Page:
Local Man #7
"THE DRY SEASON," Part Two Local Man gets creative in his search for a murderer, as Inga prepares to bring the superhuman trade to Farmington. On the flip side…while Crossjack attends celebrity weddings and goes on dates with models, Inga is going to save Farmington, one person at a time. But how?
This issue is a trip-tastic doozy, its pages moving the story forward through the lens of a slow-burn drug trip that plays with the conventions of comic book lettering and paneling. After nearly being drowned by a river, Jack finds himself in the company of the exact people he was looking for: The House of Hearts’ hippie population. Unbeknownst to him, he’s drugged up and sent spiraling towards the truth at the heart of Mackenzie Cheng’s death, a heart that may decimate everything Inga holds dear.
Local Man #7 is the first issue in the series that I feel incredibly distraught over. On one hand, its creative genius in utilizing the comic book format for the expression of an influenced mental state is fresh and renewing. However, on another, that same creativity seen throughout the issue overextends the plot, creating a book that’s filled with great writing but has just enough bloat to feel somewhat gimmicky in its approach.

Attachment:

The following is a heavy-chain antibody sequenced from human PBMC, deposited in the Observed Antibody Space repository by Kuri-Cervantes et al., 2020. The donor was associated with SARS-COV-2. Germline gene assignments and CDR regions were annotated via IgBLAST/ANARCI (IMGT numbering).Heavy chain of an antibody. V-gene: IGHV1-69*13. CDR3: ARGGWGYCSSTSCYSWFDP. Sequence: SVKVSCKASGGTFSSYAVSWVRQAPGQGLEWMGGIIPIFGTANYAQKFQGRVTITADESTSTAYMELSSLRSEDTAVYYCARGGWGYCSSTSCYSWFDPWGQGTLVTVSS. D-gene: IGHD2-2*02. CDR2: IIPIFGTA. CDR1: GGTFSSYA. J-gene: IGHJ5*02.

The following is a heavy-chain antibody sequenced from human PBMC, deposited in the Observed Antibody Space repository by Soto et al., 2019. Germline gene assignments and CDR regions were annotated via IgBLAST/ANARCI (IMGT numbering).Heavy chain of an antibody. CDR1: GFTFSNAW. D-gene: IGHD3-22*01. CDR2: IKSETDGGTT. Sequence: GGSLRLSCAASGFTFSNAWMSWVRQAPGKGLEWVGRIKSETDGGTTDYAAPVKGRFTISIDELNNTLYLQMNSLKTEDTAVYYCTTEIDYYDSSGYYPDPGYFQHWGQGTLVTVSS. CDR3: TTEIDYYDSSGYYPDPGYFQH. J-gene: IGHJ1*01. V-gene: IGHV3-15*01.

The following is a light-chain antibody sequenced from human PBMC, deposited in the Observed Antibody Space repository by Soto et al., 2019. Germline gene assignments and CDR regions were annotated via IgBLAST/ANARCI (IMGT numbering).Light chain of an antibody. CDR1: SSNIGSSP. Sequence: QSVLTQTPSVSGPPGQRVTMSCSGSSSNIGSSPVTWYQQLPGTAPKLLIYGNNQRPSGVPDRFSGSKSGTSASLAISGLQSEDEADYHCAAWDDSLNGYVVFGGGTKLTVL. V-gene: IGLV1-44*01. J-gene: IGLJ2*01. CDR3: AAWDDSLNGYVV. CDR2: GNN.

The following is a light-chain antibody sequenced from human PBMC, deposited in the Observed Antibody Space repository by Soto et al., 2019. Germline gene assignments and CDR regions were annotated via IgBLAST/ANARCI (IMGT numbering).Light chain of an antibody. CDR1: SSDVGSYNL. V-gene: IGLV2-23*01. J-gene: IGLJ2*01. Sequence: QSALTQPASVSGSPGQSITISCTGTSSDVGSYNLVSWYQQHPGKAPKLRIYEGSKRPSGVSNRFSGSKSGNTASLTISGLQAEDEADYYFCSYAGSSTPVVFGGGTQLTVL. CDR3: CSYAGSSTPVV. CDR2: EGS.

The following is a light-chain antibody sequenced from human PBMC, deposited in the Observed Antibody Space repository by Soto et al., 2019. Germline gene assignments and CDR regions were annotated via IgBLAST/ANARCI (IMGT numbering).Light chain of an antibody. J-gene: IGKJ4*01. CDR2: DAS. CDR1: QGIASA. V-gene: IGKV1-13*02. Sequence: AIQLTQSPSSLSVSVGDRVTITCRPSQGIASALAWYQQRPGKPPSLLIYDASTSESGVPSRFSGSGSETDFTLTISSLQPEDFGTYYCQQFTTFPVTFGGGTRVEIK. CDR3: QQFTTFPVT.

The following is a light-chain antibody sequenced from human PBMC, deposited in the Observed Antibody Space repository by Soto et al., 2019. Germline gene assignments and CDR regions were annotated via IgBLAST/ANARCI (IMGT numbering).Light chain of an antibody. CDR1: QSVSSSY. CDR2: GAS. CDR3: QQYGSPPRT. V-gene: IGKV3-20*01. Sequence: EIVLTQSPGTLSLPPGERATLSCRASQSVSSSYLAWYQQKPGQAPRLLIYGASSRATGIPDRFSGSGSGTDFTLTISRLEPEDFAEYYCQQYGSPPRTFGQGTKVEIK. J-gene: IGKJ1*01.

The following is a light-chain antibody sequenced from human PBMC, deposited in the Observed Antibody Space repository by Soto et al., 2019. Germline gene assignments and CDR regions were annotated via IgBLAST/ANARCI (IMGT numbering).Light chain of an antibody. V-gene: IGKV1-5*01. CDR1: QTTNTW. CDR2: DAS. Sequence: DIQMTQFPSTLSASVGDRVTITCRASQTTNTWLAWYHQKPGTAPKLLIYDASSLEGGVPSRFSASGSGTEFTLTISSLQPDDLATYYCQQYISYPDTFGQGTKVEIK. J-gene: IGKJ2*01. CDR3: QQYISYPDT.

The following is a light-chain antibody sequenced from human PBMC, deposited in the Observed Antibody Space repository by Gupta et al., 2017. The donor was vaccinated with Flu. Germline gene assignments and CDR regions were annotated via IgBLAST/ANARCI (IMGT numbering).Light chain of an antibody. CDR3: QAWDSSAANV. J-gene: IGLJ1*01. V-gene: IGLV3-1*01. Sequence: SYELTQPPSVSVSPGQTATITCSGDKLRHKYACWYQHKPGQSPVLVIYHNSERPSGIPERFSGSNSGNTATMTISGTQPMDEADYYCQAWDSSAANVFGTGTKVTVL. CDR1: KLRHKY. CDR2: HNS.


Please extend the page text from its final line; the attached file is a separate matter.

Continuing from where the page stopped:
Regardless, fans who have been keeping up with the series will be happy as it does continue everything going on thematically and literally with the idea of deceit and secrets quite well. It draws some of those themes into a more personal, reflective level as we see both Jack and Inga lying to themselves throughout the story, and the pressure to succeed bringing about a need to craft falsified beliefs about ourselves and others.
That being said, the overall story finds itself caught up in the team’s expert use of breaking visual convention to represent these themes through Jack’s current psychedelic trip state. The art and coloring for this is immaculate as text bubbles and panel borders find themselves the victim of Jack’s confused state. It’s a contemporary use of meta-textual writing that doesn’t seek to comment on the medium itself but instead uses the malleable nature of said medium to express a character’s state of being in new and creative ways. While it does drag the overall story flow down, disengaging me from the plot at hand, I can’t help but still find that it has its merit, elevating what would have otherwise been just another second chapter into a standout issue from the series.
Local Man #7 continues "The Dry Season" story with a creative yet tad over extended second chapter that feels as though the team is letting loose on the side of fun without forgetting it's grounded tone. The back up in this issue is especially great, helping to enrich Farmington and Inga's backstories all the more.
Local Man #7: As Truth Drowns
- Writing - 8/108/10
- Storyline - 8/108/10
- Art - 8/108/10
- Color - 8.5/108.5/10
- Cover Art - 9/109/10
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